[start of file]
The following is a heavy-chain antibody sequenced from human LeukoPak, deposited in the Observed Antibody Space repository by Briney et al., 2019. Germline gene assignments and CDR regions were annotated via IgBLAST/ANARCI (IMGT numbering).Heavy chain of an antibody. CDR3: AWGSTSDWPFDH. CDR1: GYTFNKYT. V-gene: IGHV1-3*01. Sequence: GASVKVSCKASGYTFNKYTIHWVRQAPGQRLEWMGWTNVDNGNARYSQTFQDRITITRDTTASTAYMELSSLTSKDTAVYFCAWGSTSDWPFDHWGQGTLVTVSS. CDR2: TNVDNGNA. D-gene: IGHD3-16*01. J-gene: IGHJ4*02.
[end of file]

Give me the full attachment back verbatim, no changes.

The following is a heavy-chain antibody sequenced from human LeukoPak, deposited in the Observed Antibody Space repository by Briney et al., 2019. Germline gene assignments and CDR regions were annotated via IgBLAST/ANARCI (IMGT numbering).Heavy chain of an antibody. CDR3: AWGSTSDWPFDH. CDR1: GYTFNKYT. V-gene: IGHV1-3*01. Sequence: GASVKVSCKASGYTFNKYTIHWVRQAPGQRLEWMGWTNVDNGNARYSQTFQDRITITRDTTASTAYMELSSLTSKDTAVYFCAWGSTSDWPFDHWGQGTLVTVSS. CDR2: TNVDNGNA. D-gene: IGHD3-16*01. J-gene: IGHJ4*02.